- ‘Behind The Matrix’ (43:06), a series of additional featurettes
- ‘Follow the White Rabbit’ (22:51), the video content from the classic DVD special feature
- ‘Take The Red Pill’ (17:42), further featurettes on bullet-time and the concept behind the film
- ‘The Music Revisited’ (3:14:51), a 41-song playlist of music from the film
- Music video to Marilyn Manson’s ‘Rock is Dead’ (3:20)
- Trailers and TV-Spots from the film

Warner Bros. have really done a sterling job with this release in every way, all the more relieving after their mishandling of the ‘Blade Runner’ 4K UHD release last year. The rest of the trilogy are rumoured for release later this year (and hopefully ‘The Animatrix’ is in discussions too), so here’s hoping they keep this standard up for the rest of the series.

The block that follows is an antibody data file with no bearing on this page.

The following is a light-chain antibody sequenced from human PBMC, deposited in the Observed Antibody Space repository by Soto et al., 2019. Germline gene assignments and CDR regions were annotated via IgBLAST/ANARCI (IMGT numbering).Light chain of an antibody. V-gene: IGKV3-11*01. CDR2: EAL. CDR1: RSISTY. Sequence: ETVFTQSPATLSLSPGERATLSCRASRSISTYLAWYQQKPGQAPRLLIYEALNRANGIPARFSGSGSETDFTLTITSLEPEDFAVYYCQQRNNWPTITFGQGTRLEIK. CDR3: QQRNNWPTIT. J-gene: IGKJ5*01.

RELEASE DATE: 23/05/2018
RUN TIME: 2h 16m
CAST: Keanu Reeves
Laurence Fishburne
Carrie-Anne Moss
Hugo Weaving
Gloria Foster
Joe Pantoliano
Marcus Chong
Paul Goddard
Robert Taylor
Julian Arahanga
DIRECTORS: Lana Wachowski
Lilly Wachowski
WRITERS: Lilly Wachowski
Lana Wachowski
PRODUCER: Joel Silver
SCORE: Don Davis